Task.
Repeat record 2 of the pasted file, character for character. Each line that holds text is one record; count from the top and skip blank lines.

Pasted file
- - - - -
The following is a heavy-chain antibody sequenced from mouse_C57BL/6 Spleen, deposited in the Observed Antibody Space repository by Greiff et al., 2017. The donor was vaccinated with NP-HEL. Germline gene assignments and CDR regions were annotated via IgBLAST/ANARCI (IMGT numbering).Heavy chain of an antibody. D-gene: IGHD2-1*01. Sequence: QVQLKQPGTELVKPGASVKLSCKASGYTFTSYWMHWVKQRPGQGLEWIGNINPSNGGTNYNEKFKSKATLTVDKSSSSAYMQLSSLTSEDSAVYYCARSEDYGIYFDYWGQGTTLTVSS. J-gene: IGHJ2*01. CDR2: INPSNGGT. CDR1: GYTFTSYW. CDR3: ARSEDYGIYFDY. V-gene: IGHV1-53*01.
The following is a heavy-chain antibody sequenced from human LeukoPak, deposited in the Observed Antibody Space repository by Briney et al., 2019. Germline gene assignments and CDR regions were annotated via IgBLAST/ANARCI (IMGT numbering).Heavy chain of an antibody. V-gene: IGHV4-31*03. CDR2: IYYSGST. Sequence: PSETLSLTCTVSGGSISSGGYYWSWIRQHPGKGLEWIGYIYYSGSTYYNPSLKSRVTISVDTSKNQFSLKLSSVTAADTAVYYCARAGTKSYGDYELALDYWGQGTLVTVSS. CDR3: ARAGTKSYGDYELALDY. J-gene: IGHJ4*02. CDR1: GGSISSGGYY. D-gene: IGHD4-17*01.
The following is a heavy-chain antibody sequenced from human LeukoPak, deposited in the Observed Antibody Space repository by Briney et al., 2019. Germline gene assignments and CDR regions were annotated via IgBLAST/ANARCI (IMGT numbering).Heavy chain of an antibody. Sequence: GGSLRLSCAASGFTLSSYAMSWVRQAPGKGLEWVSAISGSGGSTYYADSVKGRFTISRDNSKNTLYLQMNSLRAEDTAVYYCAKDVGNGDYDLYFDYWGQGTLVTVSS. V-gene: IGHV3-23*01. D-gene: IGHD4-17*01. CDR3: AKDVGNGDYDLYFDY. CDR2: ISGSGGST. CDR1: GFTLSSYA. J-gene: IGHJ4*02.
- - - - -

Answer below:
The following is a heavy-chain antibody sequenced from human LeukoPak, deposited in the Observed Antibody Space repository by Briney et al., 2019. Germline gene assignments and CDR regions were annotated via IgBLAST/ANARCI (IMGT numbering).Heavy chain of an antibody. V-gene: IGHV4-31*03. CDR2: IYYSGST. Sequence: PSETLSLTCTVSGGSISSGGYYWSWIRQHPGKGLEWIGYIYYSGSTYYNPSLKSRVTISVDTSKNQFSLKLSSVTAADTAVYYCARAGTKSYGDYELALDYWGQGTLVTVSS. CDR3: ARAGTKSYGDYELALDY. J-gene: IGHJ4*02. CDR1: GGSISSGGYY. D-gene: IGHD4-17*01.